Wozniak and Jobs designed the Apple I computer in Jobs's bedroom and they built the prototype in the Jobs' garage. Jobs showed the machine to a local electronics equipment retailer, who ordered twenty-five. Jobs received marketing advice from a friend, who was a retired CEO from Intel, and he helped them with marketing strategies for selling their new product. Jobs and Wozniak had great inspiration in starting a computer company that would produce and sell computers. To start this company they sold their most valuable possessions. Jobs sold his Volkswagen micro-bus and Wozniak sold his Hewlett-Packard scientific calculator, which raised $1,300 to start their new company. With that capital base and credit begged from local electronics suppliers, they set up their first production line. Jobs encouraged Wozniak quit his job at Hewlett-Packard to become the vice president in charge of research and development of the new enterprise. And he did quit his job to become vice president. Jobs came up with the name of their new company Apple in memory of a happy summer he had spent as an orchard worker in Oregon. [Halliday, 1983, p. 205]

Apple Computer

Jobs and Wozniak put together their first computer, called the Apple I. They marketed it in 1976 at a price of $666. The Apple I was the first single-board computer with built-in video interface, and on-board ROM, which told the machine how to load other programs from an external source. Jobs was marketing the Apple I at hobbyists like members of the Homebrew Computer Club who could now perform their own operations on their personal computers. Jobs and Wozniak managed to earn $774,000 from the sales of the Apple I. The following year, Jobs and Wozniak developed the general purpose Apple II. The design of the Apple II did not depart from Apple I's simplistic and compactness design. The Apple II was the Volkswagon of computers. The Apple II had built-in circuitry allowing it to interface directly to a color video monitor. Jobs encouraged independent programmers to invent applications for Apple II. The result was a library of some 16,000 software programs. [Halliday, 1983, p. 206]

For the Apple II computer to compete against IBM, Jobs needed better marketing skills. To increase his marketing edge he brought Regis McKenna and Nolan Bushnell into the company. McKenna was the foremost public relations man in the Silicon Valley. Nolan Bushnell was Jobs's former supervisor at Atari. Bushnell put Jobs in touch with Don Valentine, a venture capitalist, who told Markkula, the former marketing manager at Intel, that Apple was worth looking into. Buying into Apple with an investment variously estimated between $91,000 and $250,000, Markkula became chairman of the company in May 1977. The following month Michael Scott, who was director of manufacturing at Semi-Conductor Inc., became president of Apple. Through Markkula, Apple accumulated a line of credit with the Bank of America and $600,000 in venture capital from the Rockefellers and Arthur Roch. [Halliday, 1983, p. 206]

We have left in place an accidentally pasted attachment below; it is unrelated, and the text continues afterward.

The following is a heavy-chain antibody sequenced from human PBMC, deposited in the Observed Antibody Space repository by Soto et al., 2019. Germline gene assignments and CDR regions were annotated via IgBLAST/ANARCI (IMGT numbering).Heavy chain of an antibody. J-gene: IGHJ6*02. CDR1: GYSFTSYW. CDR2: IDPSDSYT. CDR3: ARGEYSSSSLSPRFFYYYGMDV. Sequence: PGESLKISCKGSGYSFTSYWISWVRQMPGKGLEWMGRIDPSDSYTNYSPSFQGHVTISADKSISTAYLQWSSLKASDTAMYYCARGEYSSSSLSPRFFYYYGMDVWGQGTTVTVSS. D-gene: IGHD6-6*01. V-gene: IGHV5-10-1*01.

Quickly setting the standard in personal computers, the Apple II had earnings of $139,000,000 within three years, a growth of 700 percent. Impressed with that growth, and a trend indicating an additional worth of 35 to 40 percent, the cautious underwriting firm of Hambrecht & Quist in cooperation with Wall Street's prestigious Morgan Stanley, Inc., took Apple public in 1980. The underwriters price of $22 per share went up to $29 the first day of trading, bringing the market value of Apple to $1.2 billion. In 1982 Apple had sales of $583,000,000 up 74 percent from 1981. Its net earnings were $1.06 a share, up 55 percent, and as of December 1982, the company's stock was selling for approximately $30 a share. [Halliday, 1983, p. 206]

Over the past seven years of Apple's creation, Jobs had created a strong productive company with a growth curve like a straight line North with no serious competitors. From 1978 to 1983, its compound growth rate was over 150% a year. Then IBM muscled into the personal computer business. Two years after introducing its PC, IBM passed Apple in dollar sales of the machines. IBM's dominance had made its operating system an industry standard which was not compatible with Apple's products. Jobs knew in order to compete with IBM, he would have to make the Apple compatible with IBM computers and needed to introduce new computers that could be marketed in the business world which IBM controlled. [Morrison, 1984, p. 86] To help him market these new computers Jobs recruited John Sculley from Pesi Cola for a position as president at Apple. Jobs enticed Scully to Apple with a challenge: "If you stay at Pepsi, five years from now all you'll have accomplished is selling a lot more sugar water to kids. [Gelman and Rogers, 1985, p. 46] If you come to Apple you can change the world." [Conant and Marbach, 1984, p. 56]

Jobs in 1981 introduced the Apple III, which had never fully recovered from its traumatic introduction, because Apple had to recall the first 14,000 units to remedy design flaws, and then had trouble selling the re-engineered version. Another Apple failure was the mouse-controlled Lisa, announced to stockholders in 1983. It should have been a world beater, because Lisa was the first personal computer controlled by a mouse which made it have a user-friendly interface, but had an un-friendly price of $10,000. The worst thing about Apple's development of computers was they lacked coherence. Each of Apple's three computers used a separate operating system.